1. Get a feel for the culture of the organization. Are they innovative or traditional? Do they prioritize the same things as you do? How is the interaction between professionals and with your director? Informal or formal. Rigid or loose.

    And find out the dress code. First thing. Dress code.

  2. I find it hard to believe that librarians are getting jobs. If it ever does happen I can understand why one would feel unprepared. I know I'd identify with this movie line:

    "Well we really don't have a plan B. We didn't expect for the first plan to work. Sometimes you can overplan these things."

    But I'd agree that the best advice you can give someone is to ask a lot of questions. The more questions you ask, the less they'll worry about you. They'll know that you're willing to make sure you're doing things correctly.

    Second piece of advice, and it relates a little: be teachable. Show them that you're willing to learn, adapt, and improve. Take performance evaluations and professional development meetings/workshops seriously and really work on any pointers they give you. It demonstrates that you have the potential for growth, and they'll be more willing to keep you around.

    1. Being teachable is a great piece of advice. Crucial, really. Thanks.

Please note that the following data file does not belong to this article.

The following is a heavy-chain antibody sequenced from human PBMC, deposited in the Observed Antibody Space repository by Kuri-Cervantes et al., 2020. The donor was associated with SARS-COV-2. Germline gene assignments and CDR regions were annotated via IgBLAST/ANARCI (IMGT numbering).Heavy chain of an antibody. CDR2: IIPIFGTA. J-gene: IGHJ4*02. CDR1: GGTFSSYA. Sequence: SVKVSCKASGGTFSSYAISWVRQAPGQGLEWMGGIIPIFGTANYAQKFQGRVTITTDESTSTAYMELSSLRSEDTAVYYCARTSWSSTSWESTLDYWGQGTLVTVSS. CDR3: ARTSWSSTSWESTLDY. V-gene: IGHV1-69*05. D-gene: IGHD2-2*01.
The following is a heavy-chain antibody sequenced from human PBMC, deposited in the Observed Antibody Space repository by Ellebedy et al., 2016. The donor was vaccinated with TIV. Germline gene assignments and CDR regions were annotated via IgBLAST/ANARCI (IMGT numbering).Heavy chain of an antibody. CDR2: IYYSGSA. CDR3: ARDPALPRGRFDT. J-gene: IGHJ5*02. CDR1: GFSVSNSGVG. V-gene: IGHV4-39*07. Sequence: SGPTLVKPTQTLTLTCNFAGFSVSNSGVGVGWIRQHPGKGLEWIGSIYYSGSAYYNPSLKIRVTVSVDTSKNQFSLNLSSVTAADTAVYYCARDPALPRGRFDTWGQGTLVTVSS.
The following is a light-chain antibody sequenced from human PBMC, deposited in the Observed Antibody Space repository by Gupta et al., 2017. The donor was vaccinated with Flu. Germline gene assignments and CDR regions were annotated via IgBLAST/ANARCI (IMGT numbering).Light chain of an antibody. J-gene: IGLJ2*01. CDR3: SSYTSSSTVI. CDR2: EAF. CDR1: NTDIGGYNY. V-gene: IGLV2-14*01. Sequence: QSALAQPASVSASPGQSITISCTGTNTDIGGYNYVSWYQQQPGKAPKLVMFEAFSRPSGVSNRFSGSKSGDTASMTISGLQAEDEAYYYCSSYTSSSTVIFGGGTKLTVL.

3. One of the hardest things I've had to learn in the past year is how to admit that I DON'T KNOW. I think, as librarians, we generally love knowing everything - and we also think that, as masters of research, we can learn anything. This is an ambitious goal and for some things it will work. However, you'll save yourself and your co-workers a lot of grief if you just admit that you're unsure in the first place. But this doesn't mean that you have to refuse, or that you should feel like you're letting the side down! I always try to provide an alternative solution when I know that I can't do something (for reference, a lot of these things, for me, are tech-related). My interactions usually go something like this:

    Boss: Sara, can you do XYZunintelligiblething?

    Me: Can you give me more information?

    Boss: [Makes XYZunintelligiblething a bit clearer]

    Me: Well, I've never done it before and I don't know much about it, but let me look into it quickly. If I get back to you by the end of the day, will that give you enough time to ask around for someone else if I can't do it?

    Boss: Definitely, thanks so much! You're a pro and we're going to give you all the raises.

    ...[day passes]...

    Boss: So, how did it go?

    Me: I don't really think that I have sufficient knowledge to do XYZunintelligiblething, but I did contact Information Tech and one of the guys there knows all about it. I booked him to come by the office tomorrow at 11am.

    Boss: Here are all the raises and also seventeen gold stars.

    This shows that you are interested in the subject and motivated to learn, but also that you're not going to gum up your project by tackling something that you don't understand. Plus, you've solved the problem, which is the whole point! Your boss will appreciate it, your co-workers will appreciate it, and you will appreciate it because you won't be floundering.

    1. Exactly! That's how professional development should work - in response to something you need to learn to improve your performance.